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Cape Town beach in race row as security guards ‘turn away black people’

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Cape Town Race Row

A picturesque Clifton beach in Cape Town has been embroiled in a bitter racism row after a local security firm allegedly turned away black bathers from the area, prompting protesters to ritually slaughter a sheep on its sands to ward off prejudice.

Security guards working on Clifton beach in Cape Town allegedly told black citizens to leave the site two days before Christmas in a bid to keep “criminals” away from the droves of tourists who visit each year.

In response, a group of protesters slaughtered a sheep on the beach in a ritual supposed to ward off racism, while others sang and burned incense.

Beaches, along with many other public areas, were segregated under white-minority apartheid rule and have since been a flashpoint of racial tension in South Africa.

The mayor of Cape Town has denied that security firm PPA was only asking black residents to leave the beach and that it “did not single out any racial groups.”

Meanwhile, Alwyn Landman, the chief executive of PPA, said the company’s guards did not close the beach and were only trying to protect local residents from criminal activity which had caused “mayhem” in the area.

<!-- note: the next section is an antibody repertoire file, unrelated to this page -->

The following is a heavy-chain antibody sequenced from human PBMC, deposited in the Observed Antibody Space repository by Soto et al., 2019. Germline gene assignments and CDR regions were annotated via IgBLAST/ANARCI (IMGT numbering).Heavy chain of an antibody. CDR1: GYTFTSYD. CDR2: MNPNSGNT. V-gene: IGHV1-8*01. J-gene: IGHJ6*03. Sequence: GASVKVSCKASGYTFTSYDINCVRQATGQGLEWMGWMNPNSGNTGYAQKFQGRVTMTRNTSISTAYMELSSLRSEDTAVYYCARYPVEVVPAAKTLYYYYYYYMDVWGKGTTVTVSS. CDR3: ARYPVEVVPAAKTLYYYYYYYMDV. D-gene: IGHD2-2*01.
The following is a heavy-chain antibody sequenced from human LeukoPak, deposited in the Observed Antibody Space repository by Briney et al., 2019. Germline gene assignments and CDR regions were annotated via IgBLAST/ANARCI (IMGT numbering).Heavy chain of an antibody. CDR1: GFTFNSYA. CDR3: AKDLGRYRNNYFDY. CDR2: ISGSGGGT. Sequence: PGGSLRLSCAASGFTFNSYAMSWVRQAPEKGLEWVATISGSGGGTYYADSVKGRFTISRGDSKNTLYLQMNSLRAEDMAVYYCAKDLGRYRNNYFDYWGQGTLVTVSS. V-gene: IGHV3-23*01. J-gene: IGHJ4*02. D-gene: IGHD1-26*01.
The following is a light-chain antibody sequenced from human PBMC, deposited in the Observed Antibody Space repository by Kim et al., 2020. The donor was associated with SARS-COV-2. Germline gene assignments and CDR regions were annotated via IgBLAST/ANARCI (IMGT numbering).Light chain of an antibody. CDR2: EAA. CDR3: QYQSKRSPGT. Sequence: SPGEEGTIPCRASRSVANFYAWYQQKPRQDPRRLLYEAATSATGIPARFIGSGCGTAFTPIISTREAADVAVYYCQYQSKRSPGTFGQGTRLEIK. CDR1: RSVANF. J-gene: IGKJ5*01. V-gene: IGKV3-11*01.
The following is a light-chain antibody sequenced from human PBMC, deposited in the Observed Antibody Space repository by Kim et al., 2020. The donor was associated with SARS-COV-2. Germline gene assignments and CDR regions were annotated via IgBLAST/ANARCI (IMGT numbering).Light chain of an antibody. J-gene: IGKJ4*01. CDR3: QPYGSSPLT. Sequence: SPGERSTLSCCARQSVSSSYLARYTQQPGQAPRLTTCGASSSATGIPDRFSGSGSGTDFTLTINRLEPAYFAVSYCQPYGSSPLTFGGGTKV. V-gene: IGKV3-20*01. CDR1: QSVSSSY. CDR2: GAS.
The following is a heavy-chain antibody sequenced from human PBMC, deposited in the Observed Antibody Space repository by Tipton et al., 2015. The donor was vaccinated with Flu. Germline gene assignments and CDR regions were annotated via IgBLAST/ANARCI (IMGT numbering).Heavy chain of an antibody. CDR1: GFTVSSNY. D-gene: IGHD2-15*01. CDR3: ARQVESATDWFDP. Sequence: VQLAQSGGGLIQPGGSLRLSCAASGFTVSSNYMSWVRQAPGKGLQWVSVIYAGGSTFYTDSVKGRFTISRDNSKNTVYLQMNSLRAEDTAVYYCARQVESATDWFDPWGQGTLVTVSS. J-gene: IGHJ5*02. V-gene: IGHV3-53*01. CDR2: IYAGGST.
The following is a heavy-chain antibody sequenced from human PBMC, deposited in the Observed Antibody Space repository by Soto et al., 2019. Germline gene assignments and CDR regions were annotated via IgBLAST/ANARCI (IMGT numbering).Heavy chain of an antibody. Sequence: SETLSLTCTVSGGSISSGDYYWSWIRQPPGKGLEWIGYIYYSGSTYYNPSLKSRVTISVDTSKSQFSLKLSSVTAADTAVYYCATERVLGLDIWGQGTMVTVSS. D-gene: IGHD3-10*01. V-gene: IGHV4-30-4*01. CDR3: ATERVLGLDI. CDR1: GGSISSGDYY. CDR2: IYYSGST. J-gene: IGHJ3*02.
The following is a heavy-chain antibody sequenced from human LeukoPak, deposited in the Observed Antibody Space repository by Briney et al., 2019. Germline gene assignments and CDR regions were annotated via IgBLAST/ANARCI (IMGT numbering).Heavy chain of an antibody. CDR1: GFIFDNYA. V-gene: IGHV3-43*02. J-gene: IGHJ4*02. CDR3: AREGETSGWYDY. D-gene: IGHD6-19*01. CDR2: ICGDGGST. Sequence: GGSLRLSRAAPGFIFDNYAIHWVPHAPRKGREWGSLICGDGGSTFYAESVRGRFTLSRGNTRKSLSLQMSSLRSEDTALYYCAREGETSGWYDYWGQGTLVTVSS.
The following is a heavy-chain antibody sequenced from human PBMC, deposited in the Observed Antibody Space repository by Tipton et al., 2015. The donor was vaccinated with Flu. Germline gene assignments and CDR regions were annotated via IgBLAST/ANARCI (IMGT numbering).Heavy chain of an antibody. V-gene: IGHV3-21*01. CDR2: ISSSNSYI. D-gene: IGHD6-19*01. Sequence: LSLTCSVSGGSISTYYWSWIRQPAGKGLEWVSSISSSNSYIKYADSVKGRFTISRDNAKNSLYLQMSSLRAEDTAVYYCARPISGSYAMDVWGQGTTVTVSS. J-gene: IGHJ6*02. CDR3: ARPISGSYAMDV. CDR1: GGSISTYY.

However, Chumani Maxwele, a local activist, said the guards had deliberately told black people on the beach to leave.

“These private security guards are hired by the Clifton [residents], they are actually briefed to not allow black people who appear to look like they are from the townships or criminals onto the beach,” he told the News 24 website.

“The offering of the sheep is calling on our ancestors to respond to our trauma at the hands of white people,” he added.

Patricia de Lille, the former mayor of Cape Town, also waded into the row, insisting that PPA had no lawful basis for closing off the beach to residents.

“It is shocking to learn that a private security company has been permitted to police our magnificent Camps Bay and Clifton Beaches,” she told the Daily Telegraph.

“Public amenities have no closing times. We have long passed the days of curfews and restricted movement.

“[This] tramples on our hard-won constitutional rights and anyone who was forced to leave the beach should lay criminal charges with the police”.

It is the latest in a series of controversies over the issue of racism on South Africa’s beaches. In 2016, South African estate agent Penny Sparrow likened black beach-goers to monkeys in a social media post, triggering widespread outrage. She was fined 150,000 rands (£8,100).

In September, South African tourist Adam Catzavelos ignited another storm of protest after he used a racial slur in a phone video message from Greece, boasting that the beach had no black people on it.

The Telegraph

 

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Chris Cash: The UK Parliamentary Researcher Accused of Spying for Beijing Authorities

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In March of this year, a British parliamentary researcher was arrested on suspicion of being a Chinese spy. The researcher, Chris Cash, was revealed to be a 28-year-old history graduate with links to many Tory MPs. He had been seen associating with senior Tories such as security minister Tom Tugendhat and Foreign Affairs Committee chair Alicia Kearns. Cash was believed to have been recruited as a sleeper agent while living and working in China and sent back to the UK to infiltrate political networks critical of the Beijing regime.